• They have been shown to inhibit MMP function and in turn reduce cathelicidins and inflammation.
  • The effective dose of tetracyclines in rosacea is lower than that required to kill bacteria, so they are not working through their antimicrobial function.

Disadvantages of long-term antibiotics include development of bacterial resistance, so low doses that do not have antimicrobial effects are preferable (e.g., 40–50 mg doxycycline daily).

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Topical treatment of rosacea

  • Metronidazole cream or gel can be used intermittently or long-term on its own for mild inflammatory rosacea and in combination with oral antibiotics for more severe cases.
  • Azelaic acid cream or lotion is also effective for mild inflammatory rosacea, applied twice daily to affected areas.
  • Brimonidine gel, an alpha-2 adrenergic agonist, and oxymetazoline hydrochloride cream, an alpha1A adrenoceptor agonist, reduce facial redness temporarily.
  • Ivermectin cream can be used in the treatment of papulopustular rosacea. It controls demodex mites and is anti-inflammatory.
  • Isotretinoin

When antibiotics are ineffective or poorly tolerated, oral isotretinoin may be very effective. Although isotretinoin is often curative for acne, it may be needed in low dose long-term for rosacea, sometimes for years. It has important side effects and is not suitable for everyone.

  • Medications to reduce flushing

Nutraceuticals targeting flushing, facial redness and inflammation may be beneficial.

Certain medications such as clonidine (an alpha2-receptor agonist) and carvedilol (a non-selective beta-blockers with some alpha-blocking activity) may reduce the vascular dilatation (widening of blood vessels) that results in flushing. They are generally well tolerated. Side effects may include low blood pressure, gastrointestinal symptoms, dry eyes, blurred vision and low heart rate.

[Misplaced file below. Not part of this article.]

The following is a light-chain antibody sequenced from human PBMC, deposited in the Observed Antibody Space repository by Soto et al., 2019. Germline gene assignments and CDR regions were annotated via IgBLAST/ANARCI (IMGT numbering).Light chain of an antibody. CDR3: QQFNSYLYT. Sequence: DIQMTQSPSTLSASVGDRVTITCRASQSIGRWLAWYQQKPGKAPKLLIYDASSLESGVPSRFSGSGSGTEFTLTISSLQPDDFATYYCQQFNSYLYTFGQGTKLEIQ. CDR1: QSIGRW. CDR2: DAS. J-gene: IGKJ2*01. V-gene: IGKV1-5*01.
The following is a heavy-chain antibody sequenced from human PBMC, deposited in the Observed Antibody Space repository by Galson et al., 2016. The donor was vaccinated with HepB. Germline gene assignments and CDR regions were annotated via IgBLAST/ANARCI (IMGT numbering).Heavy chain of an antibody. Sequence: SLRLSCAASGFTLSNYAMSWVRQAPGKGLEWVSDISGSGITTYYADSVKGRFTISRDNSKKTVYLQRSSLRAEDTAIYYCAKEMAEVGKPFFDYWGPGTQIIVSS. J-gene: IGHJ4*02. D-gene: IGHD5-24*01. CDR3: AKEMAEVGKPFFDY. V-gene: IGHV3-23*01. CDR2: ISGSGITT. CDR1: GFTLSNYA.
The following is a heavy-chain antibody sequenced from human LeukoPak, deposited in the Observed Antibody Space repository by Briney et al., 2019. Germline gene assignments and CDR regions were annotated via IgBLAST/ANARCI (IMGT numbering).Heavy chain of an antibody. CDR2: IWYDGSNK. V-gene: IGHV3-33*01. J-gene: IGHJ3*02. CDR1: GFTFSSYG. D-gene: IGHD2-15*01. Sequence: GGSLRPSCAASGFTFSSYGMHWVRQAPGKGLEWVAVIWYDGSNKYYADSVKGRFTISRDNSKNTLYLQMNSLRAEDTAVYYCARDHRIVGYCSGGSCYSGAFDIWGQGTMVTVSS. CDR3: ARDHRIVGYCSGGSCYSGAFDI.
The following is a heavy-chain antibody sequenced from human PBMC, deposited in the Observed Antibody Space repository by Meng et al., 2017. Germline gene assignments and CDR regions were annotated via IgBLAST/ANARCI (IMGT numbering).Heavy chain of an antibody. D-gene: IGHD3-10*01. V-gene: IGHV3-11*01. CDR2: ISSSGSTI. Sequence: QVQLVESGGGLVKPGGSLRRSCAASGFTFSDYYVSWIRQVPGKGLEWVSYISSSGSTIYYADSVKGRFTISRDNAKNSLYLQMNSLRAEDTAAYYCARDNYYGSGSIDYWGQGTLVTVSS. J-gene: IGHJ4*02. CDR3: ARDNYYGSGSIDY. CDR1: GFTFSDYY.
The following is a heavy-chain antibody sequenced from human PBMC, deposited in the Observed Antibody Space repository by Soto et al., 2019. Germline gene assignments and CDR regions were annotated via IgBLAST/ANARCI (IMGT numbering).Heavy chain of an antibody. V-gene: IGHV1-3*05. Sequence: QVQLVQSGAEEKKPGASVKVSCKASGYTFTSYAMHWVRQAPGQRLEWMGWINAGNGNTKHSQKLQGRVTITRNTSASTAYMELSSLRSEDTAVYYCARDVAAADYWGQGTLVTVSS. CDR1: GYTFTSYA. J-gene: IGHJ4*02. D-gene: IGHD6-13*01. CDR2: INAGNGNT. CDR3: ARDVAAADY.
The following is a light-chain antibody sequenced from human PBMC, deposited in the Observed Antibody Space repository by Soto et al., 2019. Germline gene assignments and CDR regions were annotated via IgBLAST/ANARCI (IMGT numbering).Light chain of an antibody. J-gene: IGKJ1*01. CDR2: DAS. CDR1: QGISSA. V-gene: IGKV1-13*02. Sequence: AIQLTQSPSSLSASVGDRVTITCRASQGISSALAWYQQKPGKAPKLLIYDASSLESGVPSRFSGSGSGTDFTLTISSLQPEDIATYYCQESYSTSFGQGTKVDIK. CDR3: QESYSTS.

• Anti-inflammatory agents used for rosacea

Oral non-steroidal anti-inflammatory agents such as diclofenac may reduce the discomfort and redness of affected skin. Although these are uncommon, serious potential adverse effects to these agents include peptic ulceration, renal toxicity and hypersensitivity reactions.

Calcineurin inhibitors such as tacrolimus ointment and pimecrolimus cream are reported to help some patients with rosacea.

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  • Vascular laser

Persistent telangiectasia can be successfully improved with vascular laser or intense pulsed light treatment. Where these are unavailable, cautery, diathermy (electrosurgery) or sclerotherapy (strong saline injections) may be helpful. Papulopustular rosacea may also improve with laser treatment or radiofrequency.

  • Surgery for rhinophyma

Rhinophyma can be treated successfully by a dermatologic or plastic surgeon by reshaping the nose surgically or with carbon dioxide laser.